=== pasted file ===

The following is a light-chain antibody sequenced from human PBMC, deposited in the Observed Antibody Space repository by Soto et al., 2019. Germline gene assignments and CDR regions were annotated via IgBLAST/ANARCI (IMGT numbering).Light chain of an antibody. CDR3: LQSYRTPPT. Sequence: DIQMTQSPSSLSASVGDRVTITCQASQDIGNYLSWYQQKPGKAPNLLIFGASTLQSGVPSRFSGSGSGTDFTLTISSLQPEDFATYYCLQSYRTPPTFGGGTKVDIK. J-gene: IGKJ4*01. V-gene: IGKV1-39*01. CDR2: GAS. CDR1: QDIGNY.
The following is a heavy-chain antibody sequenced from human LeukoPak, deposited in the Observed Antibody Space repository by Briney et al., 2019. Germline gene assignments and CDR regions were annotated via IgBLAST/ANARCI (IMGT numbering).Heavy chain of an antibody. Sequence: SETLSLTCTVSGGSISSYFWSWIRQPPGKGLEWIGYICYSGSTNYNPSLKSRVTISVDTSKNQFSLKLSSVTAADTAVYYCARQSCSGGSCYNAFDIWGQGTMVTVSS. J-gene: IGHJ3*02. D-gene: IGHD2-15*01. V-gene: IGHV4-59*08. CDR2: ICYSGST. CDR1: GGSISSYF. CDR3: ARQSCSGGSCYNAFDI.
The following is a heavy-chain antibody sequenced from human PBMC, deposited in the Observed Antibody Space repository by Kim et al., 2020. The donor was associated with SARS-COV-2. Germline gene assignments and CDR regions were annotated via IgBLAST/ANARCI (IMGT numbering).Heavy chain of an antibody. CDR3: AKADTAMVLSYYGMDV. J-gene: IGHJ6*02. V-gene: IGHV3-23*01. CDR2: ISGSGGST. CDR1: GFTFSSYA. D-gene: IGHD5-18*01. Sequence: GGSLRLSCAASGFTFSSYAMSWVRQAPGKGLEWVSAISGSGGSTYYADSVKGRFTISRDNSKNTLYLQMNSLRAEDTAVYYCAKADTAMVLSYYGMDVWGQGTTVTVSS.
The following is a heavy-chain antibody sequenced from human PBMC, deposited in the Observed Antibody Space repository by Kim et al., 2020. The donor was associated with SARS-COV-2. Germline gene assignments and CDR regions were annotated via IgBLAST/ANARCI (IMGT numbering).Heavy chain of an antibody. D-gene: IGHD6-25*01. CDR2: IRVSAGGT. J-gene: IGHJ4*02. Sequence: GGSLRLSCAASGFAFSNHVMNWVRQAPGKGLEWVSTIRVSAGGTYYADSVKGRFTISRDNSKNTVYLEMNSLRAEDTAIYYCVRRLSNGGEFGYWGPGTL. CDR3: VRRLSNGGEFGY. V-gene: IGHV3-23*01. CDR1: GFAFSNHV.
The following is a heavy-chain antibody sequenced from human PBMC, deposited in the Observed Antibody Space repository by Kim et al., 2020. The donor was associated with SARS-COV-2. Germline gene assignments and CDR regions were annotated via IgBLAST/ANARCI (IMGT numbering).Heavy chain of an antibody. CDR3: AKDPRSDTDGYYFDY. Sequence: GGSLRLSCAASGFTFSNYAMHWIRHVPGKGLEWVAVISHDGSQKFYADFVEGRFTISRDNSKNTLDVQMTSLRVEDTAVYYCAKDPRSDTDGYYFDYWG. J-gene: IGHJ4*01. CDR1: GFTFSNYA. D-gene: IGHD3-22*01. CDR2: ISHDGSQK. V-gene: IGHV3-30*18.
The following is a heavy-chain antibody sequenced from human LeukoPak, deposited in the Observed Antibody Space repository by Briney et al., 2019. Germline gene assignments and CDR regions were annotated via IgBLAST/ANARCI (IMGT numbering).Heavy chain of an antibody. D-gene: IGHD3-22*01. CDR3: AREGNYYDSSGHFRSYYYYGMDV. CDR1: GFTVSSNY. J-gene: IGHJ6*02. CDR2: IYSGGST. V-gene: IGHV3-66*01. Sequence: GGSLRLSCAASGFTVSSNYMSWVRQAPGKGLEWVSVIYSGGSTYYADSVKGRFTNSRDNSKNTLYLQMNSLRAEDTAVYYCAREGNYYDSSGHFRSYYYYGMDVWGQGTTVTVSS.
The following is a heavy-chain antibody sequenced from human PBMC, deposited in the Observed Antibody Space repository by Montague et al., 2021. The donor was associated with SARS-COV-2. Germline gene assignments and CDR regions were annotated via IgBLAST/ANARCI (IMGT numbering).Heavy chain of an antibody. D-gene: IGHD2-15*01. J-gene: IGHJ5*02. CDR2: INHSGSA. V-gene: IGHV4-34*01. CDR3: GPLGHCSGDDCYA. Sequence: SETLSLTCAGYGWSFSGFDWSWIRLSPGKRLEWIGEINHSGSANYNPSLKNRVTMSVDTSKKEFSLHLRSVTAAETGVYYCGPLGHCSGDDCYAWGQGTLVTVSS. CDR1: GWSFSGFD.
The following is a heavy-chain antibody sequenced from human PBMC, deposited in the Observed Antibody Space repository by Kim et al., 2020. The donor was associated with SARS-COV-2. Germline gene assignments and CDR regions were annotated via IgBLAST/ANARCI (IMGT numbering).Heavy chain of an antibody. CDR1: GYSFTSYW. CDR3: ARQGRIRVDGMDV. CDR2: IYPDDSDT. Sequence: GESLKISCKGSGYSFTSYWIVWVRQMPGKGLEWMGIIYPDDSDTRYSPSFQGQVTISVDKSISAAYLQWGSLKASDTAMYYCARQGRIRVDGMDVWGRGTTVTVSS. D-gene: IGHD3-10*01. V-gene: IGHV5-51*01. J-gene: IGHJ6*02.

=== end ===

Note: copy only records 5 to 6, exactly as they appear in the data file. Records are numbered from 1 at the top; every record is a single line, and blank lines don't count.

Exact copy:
The following is a heavy-chain antibody sequenced from human PBMC, deposited in the Observed Antibody Space repository by Kim et al., 2020. The donor was associated with SARS-COV-2. Germline gene assignments and CDR regions were annotated via IgBLAST/ANARCI (IMGT numbering).Heavy chain of an antibody. CDR3: AKDPRSDTDGYYFDY. Sequence: GGSLRLSCAASGFTFSNYAMHWIRHVPGKGLEWVAVISHDGSQKFYADFVEGRFTISRDNSKNTLDVQMTSLRVEDTAVYYCAKDPRSDTDGYYFDYWG. J-gene: IGHJ4*01. CDR1: GFTFSNYA. D-gene: IGHD3-22*01. CDR2: ISHDGSQK. V-gene: IGHV3-30*18.
The following is a heavy-chain antibody sequenced from human LeukoPak, deposited in the Observed Antibody Space repository by Briney et al., 2019. Germline gene assignments and CDR regions were annotated via IgBLAST/ANARCI (IMGT numbering).Heavy chain of an antibody. D-gene: IGHD3-22*01. CDR3: AREGNYYDSSGHFRSYYYYGMDV. CDR1: GFTVSSNY. J-gene: IGHJ6*02. CDR2: IYSGGST. V-gene: IGHV3-66*01. Sequence: GGSLRLSCAASGFTVSSNYMSWVRQAPGKGLEWVSVIYSGGSTYYADSVKGRFTNSRDNSKNTLYLQMNSLRAEDTAVYYCAREGNYYDSSGHFRSYYYYGMDVWGQGTTVTVSS.